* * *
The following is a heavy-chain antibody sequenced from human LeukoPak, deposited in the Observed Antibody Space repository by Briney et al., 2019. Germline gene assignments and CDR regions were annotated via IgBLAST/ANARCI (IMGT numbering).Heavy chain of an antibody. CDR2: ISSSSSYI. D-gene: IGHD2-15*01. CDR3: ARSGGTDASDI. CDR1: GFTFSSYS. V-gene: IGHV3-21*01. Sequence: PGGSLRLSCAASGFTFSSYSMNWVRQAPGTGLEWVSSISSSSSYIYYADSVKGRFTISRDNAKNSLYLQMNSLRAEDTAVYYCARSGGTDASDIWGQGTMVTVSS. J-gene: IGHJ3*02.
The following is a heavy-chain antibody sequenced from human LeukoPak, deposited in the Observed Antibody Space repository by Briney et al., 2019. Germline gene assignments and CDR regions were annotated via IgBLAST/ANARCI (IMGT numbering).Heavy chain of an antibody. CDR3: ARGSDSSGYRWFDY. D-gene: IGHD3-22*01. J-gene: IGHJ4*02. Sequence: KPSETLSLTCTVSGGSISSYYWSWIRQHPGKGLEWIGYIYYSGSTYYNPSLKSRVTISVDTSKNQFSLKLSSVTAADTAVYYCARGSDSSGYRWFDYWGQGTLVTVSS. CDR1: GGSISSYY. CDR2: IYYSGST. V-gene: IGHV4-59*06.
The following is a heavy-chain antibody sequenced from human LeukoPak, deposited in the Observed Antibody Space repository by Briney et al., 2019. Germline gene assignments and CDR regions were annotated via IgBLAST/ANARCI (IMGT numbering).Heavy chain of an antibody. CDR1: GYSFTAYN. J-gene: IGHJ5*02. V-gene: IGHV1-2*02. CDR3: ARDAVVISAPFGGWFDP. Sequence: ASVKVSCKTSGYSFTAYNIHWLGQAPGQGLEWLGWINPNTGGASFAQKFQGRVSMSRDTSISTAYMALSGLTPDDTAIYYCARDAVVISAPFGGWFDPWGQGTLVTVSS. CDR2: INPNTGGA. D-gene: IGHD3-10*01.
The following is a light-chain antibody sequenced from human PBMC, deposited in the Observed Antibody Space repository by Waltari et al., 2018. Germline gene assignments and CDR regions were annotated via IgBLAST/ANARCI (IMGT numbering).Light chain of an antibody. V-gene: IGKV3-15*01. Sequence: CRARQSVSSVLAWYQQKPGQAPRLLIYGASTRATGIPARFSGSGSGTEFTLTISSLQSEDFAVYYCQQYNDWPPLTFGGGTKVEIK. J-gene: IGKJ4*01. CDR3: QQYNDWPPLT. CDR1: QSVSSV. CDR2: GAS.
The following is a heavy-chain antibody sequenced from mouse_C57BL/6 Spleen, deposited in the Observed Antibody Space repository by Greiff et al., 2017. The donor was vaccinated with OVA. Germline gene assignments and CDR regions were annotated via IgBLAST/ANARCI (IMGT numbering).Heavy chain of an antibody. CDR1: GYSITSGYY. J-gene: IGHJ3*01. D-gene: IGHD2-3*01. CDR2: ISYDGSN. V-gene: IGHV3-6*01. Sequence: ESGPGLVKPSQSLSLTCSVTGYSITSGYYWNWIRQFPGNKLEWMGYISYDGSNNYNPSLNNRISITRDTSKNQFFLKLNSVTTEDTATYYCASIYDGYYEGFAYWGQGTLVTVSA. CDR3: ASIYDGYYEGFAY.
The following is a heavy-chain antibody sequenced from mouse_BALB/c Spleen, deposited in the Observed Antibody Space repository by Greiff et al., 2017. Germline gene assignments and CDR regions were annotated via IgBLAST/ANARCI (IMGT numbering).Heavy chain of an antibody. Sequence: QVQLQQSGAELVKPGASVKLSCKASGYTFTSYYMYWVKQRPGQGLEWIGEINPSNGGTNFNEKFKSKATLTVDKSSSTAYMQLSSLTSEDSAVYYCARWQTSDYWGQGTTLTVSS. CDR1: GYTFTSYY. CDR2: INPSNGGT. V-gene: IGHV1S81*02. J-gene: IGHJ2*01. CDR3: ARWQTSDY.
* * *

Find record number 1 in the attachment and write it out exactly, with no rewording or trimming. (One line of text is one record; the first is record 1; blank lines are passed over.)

The following is a heavy-chain antibody sequenced from human LeukoPak, deposited in the Observed Antibody Space repository by Briney et al., 2019. Germline gene assignments and CDR regions were annotated via IgBLAST/ANARCI (IMGT numbering).Heavy chain of an antibody. CDR2: ISSSSSYI. D-gene: IGHD2-15*01. CDR3: ARSGGTDASDI. CDR1: GFTFSSYS. V-gene: IGHV3-21*01. Sequence: PGGSLRLSCAASGFTFSSYSMNWVRQAPGTGLEWVSSISSSSSYIYYADSVKGRFTISRDNAKNSLYLQMNSLRAEDTAVYYCARSGGTDASDIWGQGTMVTVSS. J-gene: IGHJ3*02.